Wait times are a top complaint among patients when scheduling a medical appointment and an issue many physician practices are working to address, according to a recent survey.
A March 27 poll by the Medical Group Management Association (MGMA) found that among 1,100 medical practice leaders, 49% said their practice has changed its processes in the past year to reduce patient wait times. Another 22% of respondents said they are currently working on new processes to help cut the time patients must wait for appointments.
That compares to 27% who said they have not made efforts to reduce wait times in the last year and a final 2% who were unsure if processes were changed.
The fact that almost 50% of respondents said they had taken steps to reduce wait times wasn’t a surprise to Kenneth T. Hertz, a principal in MGMA’s healthcare consulting group. Wait time has been a perennial issue that practices face, he says.
Between the number of practices that have changed processes and those working on new processes to cut wait times, that's nearly three-fourths of respondents acknowledging the problem, he says. “It’s about respect for the patients, respect for the patients’ time and trying to improve the patient experience and run a practice that is patient-centric,” he says.
The problem is related to another big patient complaint, that of wait times to actually see the doctor or other clinician once the patient has come into the office for their appointment, he says. And some of the solutions for one, help with the other. Long wait times often result in backups and problems getting people in to see the doctor, which often translates into long wait times to schedule an appointment.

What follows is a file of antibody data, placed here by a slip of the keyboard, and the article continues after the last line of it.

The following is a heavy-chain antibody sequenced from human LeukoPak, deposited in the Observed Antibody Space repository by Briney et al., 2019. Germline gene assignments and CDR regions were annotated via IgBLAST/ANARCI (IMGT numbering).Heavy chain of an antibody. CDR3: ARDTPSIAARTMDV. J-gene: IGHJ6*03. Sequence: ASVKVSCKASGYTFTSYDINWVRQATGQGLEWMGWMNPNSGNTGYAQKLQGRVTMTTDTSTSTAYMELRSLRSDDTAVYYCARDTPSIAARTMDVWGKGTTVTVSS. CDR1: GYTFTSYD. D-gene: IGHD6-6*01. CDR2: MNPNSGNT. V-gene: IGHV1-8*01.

At a time when practices are seeing increased competition from retail clinics and urgent care clinics, which can promise patients quick, same-day appointments, practices have to be even more attuned to patient needs, he says. “Patients have a choice and they tend to vote with their feet.”
A recent study found that wait times are costly for physicians, with 1 in 5 patients saying they have switched doctors because of long wait times and 30% of patients reporting they have left a doctor appointment because of a long wait.
So, what can practices do to address the problem of wait times? Here are some tips from Hertz:
Expand office hours. Consider, for instance, a practice that is open 8:30 a.m. to 5 p.m., and closes for an hour at lunchtime. The practice decides to expand its hours to start seeing patients at 7 a.m. and stays open until 6 or 7 p.m. That provides an expanded number of hours to see patients and also makes it easier for working patients who might prefer early morning or evening appointments so they don’t have to take time off from their job to see the doctor, Hertz says. The practice has added more appointment slots and doesn’t have to double- and triple-book appointments. “That’s not the ultimate and total solution, but it helps with both problems,” he says, both the wait time to get an appointment and time in the reception room.
Of course, it’s easier to add office hours in a practice with multiple doctors who can split up covering the additional hours. A one-physician practice can consider adding hours one day a week, for instance staying open until 7 p.m. on Thursdays or opening on Saturday morning. Relying on nurse practitioners or physician assistants to help staff the office can also allow practices to expand hours.
Create a pleasant environment. Having a nice reception area won’t reduce the time patients have to wait to get in to see the doctor, but it makes the time more pleasant, Hertz says. Considering providing wi-fi access. Patients can occupy themselves and even get work done while they wait. Be sure the furniture is comfortable and updated. Use incandescent lights rather than harsh fluorescents. Decorate with plants and even the old favorite, a fish tank. Make sure your magazine selection is current. Consider providing bottled water or coffee while patients wait.